I'd do the BlackRock S&P 500 and US Bond index fund in your 401k, then add international stocks in your taxable or IRA account. I'm unsure of your age, but you could do an overall allocation of like 55% S&P 500 index, 35% International index, and 10% Bond index.

Don't make investment decision based on current performance. Just pick an allocation of low cost index funds and stick with it. This is considered a three-fund portfolio and it's a portfolio that is hard to beat over the long term.

ReluctantMillennial

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Re: Target Retirement Date fund or Index fund?
« Reply #7 on: December 30, 2015, 09:37:32 AM »
I'm 29.  I have most of my money in the 401(k) but also have a taxable Vanguard account.  I could move the fund from the 2050 fund to like...70/30 US Equity Index and US Bond Index.  Then focus on international in my Vanguard account.

Or just leave things in the 2050 fund and move any new money into those others.  I'm just not sure I want to pay them 0.46% to manage the target fund that may  not even fit my situation anymore since I'm serious about ER.

NoStacheOhio

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Re: Target Retirement Date fund or Index fund?
« Reply #8 on: December 30, 2015, 09:45:09 AM »
Just figure out whatever allocation you're comfortable with, and mix the BlackRock funds accordingly.

MrFrugalChicago

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Re: Target Retirement Date fund or Index fund?
« Reply #9 on: December 30, 2015, 10:11:30 AM »
Target funds are not really that great. For someone with NO investment know how, its better than throwing money in a savings account.. but you can do much better with a few very simple purchases.. i.e. you can buy 1 index fund and 1 bond fund and get a similar product for much less fees..

charis

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Re: Target Retirement Date fund or Index fund?
« Reply #10 on: December 30, 2015, 10:31:54 AM »
Target funds are not really that great. For someone with NO investment know how, its better than throwing money in a savings account.. but you can do much better with a few very simple purchases.. i.e. you can buy 1 index fund and 1 bond fund and get a similar product for much less fees..

Interestingly, we have Vanguard Target funds for our IRAs  and 1 index fund and 1 bond fund in a 403b.  The expense ratio is basically .18% for the IRAs and the 403b.

Petunia 100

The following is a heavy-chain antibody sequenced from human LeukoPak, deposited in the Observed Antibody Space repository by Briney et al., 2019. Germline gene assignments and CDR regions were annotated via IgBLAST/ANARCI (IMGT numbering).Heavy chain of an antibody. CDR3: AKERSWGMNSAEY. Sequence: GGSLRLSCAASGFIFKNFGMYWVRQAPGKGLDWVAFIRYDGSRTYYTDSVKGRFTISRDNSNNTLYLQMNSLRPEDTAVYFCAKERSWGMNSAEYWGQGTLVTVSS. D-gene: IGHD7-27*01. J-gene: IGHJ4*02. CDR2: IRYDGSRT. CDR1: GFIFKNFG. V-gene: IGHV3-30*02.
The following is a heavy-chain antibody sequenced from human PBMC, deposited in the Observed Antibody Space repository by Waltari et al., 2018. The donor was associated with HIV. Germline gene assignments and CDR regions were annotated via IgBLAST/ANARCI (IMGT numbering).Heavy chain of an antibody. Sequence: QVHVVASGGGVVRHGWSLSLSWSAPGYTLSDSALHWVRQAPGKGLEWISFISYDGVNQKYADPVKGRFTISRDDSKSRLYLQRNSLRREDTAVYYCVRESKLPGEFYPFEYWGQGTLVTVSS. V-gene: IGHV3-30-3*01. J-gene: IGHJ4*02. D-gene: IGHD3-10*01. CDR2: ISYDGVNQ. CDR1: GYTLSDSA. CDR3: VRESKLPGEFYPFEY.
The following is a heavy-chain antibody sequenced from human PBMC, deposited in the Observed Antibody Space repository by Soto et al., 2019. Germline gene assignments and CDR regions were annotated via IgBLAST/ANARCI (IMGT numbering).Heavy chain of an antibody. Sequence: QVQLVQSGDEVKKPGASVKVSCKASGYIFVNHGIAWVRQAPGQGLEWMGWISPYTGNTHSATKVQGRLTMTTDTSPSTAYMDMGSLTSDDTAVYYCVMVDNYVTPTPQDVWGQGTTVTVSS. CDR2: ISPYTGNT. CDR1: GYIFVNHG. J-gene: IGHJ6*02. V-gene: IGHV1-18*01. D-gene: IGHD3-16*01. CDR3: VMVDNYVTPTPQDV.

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Re: Target Retirement Date fund or Index fund?
« Reply #11 on: December 30, 2015, 12:46:28 PM »
Target funds are not really that great. For someone with NO investment know how, its better than throwing money in a savings account.. but you can do much better with a few very simple purchases.. i.e. you can buy 1 index fund and 1 bond fund and get a similar product for much less fees..

Assuming you have lower fee choices, which is a mighty big assumption.

MoonShadow

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Re: Target Retirement Date fund or Index fund?
« Reply #12 on: December 30, 2015, 12:52:23 PM »
Target funds are even worse than they appear, because they are a fund of other funds.  So they are required by regulations to disclose the expenses of the target fund itself, but not the expenses of the funds that it invests into in turn.  So the real expenses can be even higher.

That said, I'm not a big fan of Blackrock, either.  But you have to work with what you have.

MustacheAndaHalf

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Re: Target Retirement Date fund or Index fund?
« Reply #13 on: December 31, 2015, 02:07:31 AM »
What if you copied the approach used in Vanguard Target Retirement 2050 Fund?
54% Total US Stock Market Index
36% Total International Stock Index
07% Total Bond Market Index
03% Total International Bond Index
Meaning, buy a US index (54%), international index (36%) and a total bond market (10%).

There's other approaches, but that's Vanguard's for people retiring in 35 years.
« Last Edit: December 31, 2015, 02:09:32 AM by MustacheAndaHalf »

EZmoney

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Re: Target Retirement Date fund or Index fund?
« Reply #14 on: December 31, 2015, 01:46:51 PM »
Target funds are even worse than they appear, because they are a fund of other funds.  So they are required by regulations to disclose the expenses of the target fund itself, but not the expenses of the funds that it invests into in turn.  So the real expenses can be even higher.

First time poster here of limited investment experience (naturally somewhat Mustaschian, I've just been somewhat lazy about the optimal investment part). I'm just trying to flesh out my thoughts here...

So, assume:

 -you have $100,000 invested in a target retirement fund with an annual fee of .17 % ($170/year).

 -the target fund is composed of four funds, say at an average cost each of .10% annually each ($100 total cost/year).

 -Then on $100,000 invested in the target fund, you are in reality paying $270/year in fees.

 -Said in another way, you save $170/year doing it yourself (or copying their allocation).